English Language and Composition
The AP English Language and Composition course aligns to an introductory college-level rhetoric and writing curriculum, which requires students to develop evidence-based analytic and argumentative essays that proceed through several stages or drafts. Students evaluate, synthesize, and cite research to support their arguments. Throughout the course, students develop a personal style by making appropriate grammatical choices. Additionally, students read and analyze the rhetorical elements and their effects in non-fiction texts, including graphic images as forms of text, from many disciplines and historical periods.
The course entails a variety of different skills:
Composing in several forms (e.g., narrative, expository, analytical, and argumentative essays) about a variety of subjects
Writing that proceeds through several stages or drafts, with revision aided by teacher and peers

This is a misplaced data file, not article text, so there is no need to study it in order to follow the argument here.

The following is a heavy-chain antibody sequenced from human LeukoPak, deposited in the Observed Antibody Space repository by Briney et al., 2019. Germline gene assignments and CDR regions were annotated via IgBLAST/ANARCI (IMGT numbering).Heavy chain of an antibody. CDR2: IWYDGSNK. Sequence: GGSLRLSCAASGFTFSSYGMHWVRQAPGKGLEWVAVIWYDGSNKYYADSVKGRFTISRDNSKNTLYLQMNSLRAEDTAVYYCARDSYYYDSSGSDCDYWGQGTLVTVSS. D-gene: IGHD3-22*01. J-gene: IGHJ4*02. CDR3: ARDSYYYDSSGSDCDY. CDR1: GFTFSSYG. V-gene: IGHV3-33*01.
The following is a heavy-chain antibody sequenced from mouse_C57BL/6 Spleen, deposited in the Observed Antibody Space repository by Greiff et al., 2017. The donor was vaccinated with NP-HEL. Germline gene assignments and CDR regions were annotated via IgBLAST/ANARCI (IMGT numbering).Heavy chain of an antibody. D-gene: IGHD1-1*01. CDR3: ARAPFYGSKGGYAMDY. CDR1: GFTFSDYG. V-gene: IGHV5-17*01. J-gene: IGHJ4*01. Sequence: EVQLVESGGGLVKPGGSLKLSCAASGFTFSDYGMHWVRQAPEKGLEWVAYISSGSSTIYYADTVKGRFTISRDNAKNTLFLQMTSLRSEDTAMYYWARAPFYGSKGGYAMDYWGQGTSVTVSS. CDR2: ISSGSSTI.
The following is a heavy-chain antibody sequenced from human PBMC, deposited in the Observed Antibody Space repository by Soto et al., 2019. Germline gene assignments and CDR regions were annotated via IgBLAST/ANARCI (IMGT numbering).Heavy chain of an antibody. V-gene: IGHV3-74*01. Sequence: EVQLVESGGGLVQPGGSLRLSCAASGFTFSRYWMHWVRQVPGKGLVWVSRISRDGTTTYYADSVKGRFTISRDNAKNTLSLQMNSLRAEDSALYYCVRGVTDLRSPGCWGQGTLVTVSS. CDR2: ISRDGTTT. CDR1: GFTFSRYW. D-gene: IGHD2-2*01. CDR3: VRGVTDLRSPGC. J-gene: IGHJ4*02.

Writing informally (e.g., imitation exercises, journal keeping, collaborative writing), which helps students become aware of themselves as writers and the techniques employed by other writers
Writing expository, analytical, and argumentative compositions based on readings representing a variety of prose styles and genres
Reading nonfiction (e.g., essays, journalism, science writing, autobiographies, criticism) selected to give students opportunities to identify and explain an author's use of rhetorical strategies and techniques
Analyzing graphics and visual images both in relation to written texts and as alternative forms of text themselves
Developing research skills and the ability to evaluate, use, and cite primary and secondary sources
Conducting research and writing argument papers in which students present an argument of their own that includes the analysis and synthesis of ideas from an array of sources
Citing sources using a recognized editorial style (e.g., Modern Language Association, The Chicago Manual of Style)
Because of the reduced timeframe of the course the Barron's AP English Language and Composition book will be used. In addition, excerpts from a diverse group of non-fiction texts such as Walden and Pilgrim at Tinker Creek will be examined. The emphasis of the course will be to develop students' ability to write effectively.